Seattle-area pizzeria claims 120-year-old Klondike sourdough

A U.S pizza place says it's keeping a Klondike tradition alive — literally maintaining a sourdough starter which lives and multiplies. The owner says the family heirloom has been alive for 120 years.

U.S. pizza maker says family's sourdough starter was brought back from the trail of 1898

Will Grant says he first 'met' his sourdough starter when he was five years old. The family story is that his father — who ran a pizzeria — obtained it through a business partner whose great-grandfather 'had come down from the Klondike.' (Submitted by Will Grant)

A small pizzeria on Bainbridge Island, Wash., says it's maintaining a piece of Klondike Gold Rush history. 

In fact, they "feed it" every night.

Restaurant owner Will Grant says his family has maintained a genuine Klondike sourdough starter which has been alive about 120 years.

"We don't use any commercial yeasts or anything like that — it's the same living organism that we've kept feeding all these years," he said.

Bainbridge Island is a short ferry ride from Seattle, a city with a historical connection to the Klondike. Thousands of prospectors left on ships from Seattle, to attempt the infamous trail of 1898. 

Klondike Gold Rush hopefuls lined the Chilkoot Trail on their journey to the Yukon's goldfields in the late 1890s. (E.A.Hegg/National Archives of Canada/)

Grant doesn't know the exact origin of his sourdough, but the family story is that his father obtained the starter through a business partner whose great-grandfather "had come down from the Klondike." 

Sourdough was used during the Gold Rush because it travelled well in difficult conditions. It is possible to keep the bacteria alive for decades and there are many examples of starters being used for more than a century.

"It really gives it the flavour of a sourdough baguette. It's chewy but nice and crisp on the outside. It's really a unique flavour," Grant says. 

Grant describes his crust as 'more like a French baguette.' (Submitted by Will Grant)

The family's pizza shop is called That's A Some Pizza (try saying it with your best Italian accent). It's a short ferry ride from downtown Seattle. It has been in business 35 years.

Originally the sourdough starter was kept in a mason jar. 

In 1984, Grant's father and his friend used it to make pizza in Kingston, Wash. They were inspired to start the business.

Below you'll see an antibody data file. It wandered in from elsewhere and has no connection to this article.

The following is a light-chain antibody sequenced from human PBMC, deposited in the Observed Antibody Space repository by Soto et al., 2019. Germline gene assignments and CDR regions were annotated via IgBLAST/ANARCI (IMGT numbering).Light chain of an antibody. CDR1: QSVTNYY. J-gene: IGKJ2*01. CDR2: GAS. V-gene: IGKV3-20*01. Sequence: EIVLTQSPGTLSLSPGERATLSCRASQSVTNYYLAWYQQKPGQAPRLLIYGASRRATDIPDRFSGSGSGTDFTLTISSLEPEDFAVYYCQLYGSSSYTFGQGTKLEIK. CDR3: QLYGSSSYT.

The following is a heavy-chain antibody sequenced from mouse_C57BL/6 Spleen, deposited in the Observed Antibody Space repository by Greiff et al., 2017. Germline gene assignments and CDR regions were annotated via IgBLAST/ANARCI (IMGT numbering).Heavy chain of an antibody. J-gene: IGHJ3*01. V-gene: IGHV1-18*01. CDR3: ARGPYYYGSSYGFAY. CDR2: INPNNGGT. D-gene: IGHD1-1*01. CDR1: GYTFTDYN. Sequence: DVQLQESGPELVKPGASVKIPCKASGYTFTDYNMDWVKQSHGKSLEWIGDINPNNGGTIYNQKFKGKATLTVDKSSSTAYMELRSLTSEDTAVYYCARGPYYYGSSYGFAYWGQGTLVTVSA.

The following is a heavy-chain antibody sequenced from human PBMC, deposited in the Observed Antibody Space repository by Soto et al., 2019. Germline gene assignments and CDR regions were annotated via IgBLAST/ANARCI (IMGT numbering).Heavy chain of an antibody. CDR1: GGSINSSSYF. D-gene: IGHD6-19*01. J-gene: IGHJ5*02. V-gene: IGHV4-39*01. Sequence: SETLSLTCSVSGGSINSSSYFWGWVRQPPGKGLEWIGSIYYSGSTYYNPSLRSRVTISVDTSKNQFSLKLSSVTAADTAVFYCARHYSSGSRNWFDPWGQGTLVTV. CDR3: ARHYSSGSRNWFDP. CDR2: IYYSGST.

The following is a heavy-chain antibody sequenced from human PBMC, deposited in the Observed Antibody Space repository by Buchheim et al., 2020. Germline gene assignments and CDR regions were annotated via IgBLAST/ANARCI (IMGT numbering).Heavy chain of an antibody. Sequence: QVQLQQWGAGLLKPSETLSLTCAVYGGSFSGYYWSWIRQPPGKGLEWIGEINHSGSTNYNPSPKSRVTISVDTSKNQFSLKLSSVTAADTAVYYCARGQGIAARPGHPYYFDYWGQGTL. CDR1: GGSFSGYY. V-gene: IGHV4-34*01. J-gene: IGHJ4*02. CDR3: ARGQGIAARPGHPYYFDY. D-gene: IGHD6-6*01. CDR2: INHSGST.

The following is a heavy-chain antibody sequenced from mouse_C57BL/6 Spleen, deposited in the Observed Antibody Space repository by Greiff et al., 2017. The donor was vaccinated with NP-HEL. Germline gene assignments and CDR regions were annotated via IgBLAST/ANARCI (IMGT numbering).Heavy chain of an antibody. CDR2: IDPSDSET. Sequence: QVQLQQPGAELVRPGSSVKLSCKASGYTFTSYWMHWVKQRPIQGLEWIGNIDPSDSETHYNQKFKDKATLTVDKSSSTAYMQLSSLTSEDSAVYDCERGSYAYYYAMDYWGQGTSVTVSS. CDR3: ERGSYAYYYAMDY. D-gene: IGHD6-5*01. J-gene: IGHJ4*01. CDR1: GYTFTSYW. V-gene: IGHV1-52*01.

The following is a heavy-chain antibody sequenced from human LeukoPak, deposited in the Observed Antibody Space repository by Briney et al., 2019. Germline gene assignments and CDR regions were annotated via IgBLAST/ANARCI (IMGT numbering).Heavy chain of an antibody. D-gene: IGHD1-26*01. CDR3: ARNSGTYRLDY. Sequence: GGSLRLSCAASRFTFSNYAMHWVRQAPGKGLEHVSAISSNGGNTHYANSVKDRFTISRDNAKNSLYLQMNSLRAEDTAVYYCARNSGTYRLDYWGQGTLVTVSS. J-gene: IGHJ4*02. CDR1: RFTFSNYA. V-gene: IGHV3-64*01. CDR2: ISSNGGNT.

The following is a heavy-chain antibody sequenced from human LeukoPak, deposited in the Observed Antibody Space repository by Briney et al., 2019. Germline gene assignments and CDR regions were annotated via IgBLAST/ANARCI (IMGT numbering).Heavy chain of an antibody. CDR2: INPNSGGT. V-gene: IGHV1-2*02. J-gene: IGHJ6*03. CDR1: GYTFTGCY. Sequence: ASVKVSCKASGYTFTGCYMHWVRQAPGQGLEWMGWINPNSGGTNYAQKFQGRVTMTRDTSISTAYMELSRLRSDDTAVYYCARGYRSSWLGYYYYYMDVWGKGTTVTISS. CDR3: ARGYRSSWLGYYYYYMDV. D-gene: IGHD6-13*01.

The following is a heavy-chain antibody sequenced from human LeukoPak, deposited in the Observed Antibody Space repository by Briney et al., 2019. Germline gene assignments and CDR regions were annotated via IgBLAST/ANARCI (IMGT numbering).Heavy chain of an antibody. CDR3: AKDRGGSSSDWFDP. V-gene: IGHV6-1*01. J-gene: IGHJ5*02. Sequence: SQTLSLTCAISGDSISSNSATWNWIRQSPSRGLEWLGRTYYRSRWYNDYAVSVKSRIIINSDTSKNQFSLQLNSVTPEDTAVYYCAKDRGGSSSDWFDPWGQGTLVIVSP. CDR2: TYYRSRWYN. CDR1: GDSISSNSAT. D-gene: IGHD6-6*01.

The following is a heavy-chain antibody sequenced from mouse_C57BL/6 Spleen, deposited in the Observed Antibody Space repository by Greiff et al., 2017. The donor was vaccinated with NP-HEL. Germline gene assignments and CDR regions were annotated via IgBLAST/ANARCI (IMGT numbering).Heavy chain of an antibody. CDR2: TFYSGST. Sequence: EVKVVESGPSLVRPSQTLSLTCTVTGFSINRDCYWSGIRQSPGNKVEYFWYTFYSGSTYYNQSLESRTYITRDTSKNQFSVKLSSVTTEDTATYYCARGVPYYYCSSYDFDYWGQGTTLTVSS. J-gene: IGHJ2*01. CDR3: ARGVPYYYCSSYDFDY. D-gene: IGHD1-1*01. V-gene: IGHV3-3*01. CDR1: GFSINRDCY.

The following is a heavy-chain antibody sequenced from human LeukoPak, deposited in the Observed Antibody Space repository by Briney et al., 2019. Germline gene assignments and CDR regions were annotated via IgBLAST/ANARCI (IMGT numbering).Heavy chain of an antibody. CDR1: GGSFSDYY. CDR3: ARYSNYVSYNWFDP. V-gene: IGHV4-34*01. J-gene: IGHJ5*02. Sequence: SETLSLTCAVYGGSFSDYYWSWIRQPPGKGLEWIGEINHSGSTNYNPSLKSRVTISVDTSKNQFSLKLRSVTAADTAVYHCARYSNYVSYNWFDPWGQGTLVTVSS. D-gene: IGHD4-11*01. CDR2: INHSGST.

Grant has memories of being five years old and tasked with "feeding" the starter. Now having taken over the business, he still does.

Over the years, the starter has grown immensely in size and Grant says it now fills three large plastic vats in the restaurant's kitchen.  

A close-up look at the raw sourdough. The restaurant claims to make 900 kilograms of dough a week using a 120-year-old starter. (Submitted by Will Grant)

"In the evening, we'll replenish it with five pounds of water and five pounds of flour. And by the morning, it's grown the point where it can be used again," he says.

The sourdough crust is the foundation for everything the pizzeria makes — except for what's gluten-free.   

'Secret' no longer

The pizzeria is proud of its claim to a Klondike connection. Dial the restaurant's number and you might hear a recording of accordion music and a voice proclaiming that the "secret family pizza dough recipe uses a 120-year-old sourdough starter from the Klondike Gold Rush."

He has even taken his sourdough-crust pizza to an international competition in Italy, and recently placed 19th worldwide in the International Pizza Expo in Las Vegas.

Pizza chef (or, 'pizzaiolo') Will Grant (left) says using sourdough makes the pizza chewy and crispy. He's taken his creations to international competitions. (Submitted by Will Grant)

The starter is even destined for a museum. A Belgian company is convinced of the starter's Klondike origin, and has asked to preserve a sample. 

Baking research company Puratos helps maintain a "sourdough library" in Belgium, with bacterial samples from around the world. The company says the goal is to "preserve baking knowledge and sourdough heritage."

Grant says a representative from the company is coming to Washington next month to collect four pounds of his starter, to store in its "library."

Grant says he's happy to talk about and share his secret ingredient.

"My mother never marketed it. In 30 years, they never once promoted the fact they used sourdough starter. They thought the idea of 'sour' would scare people off," he said.

"It's been fun for me to be able to share something we've been doing more than 30 years." 


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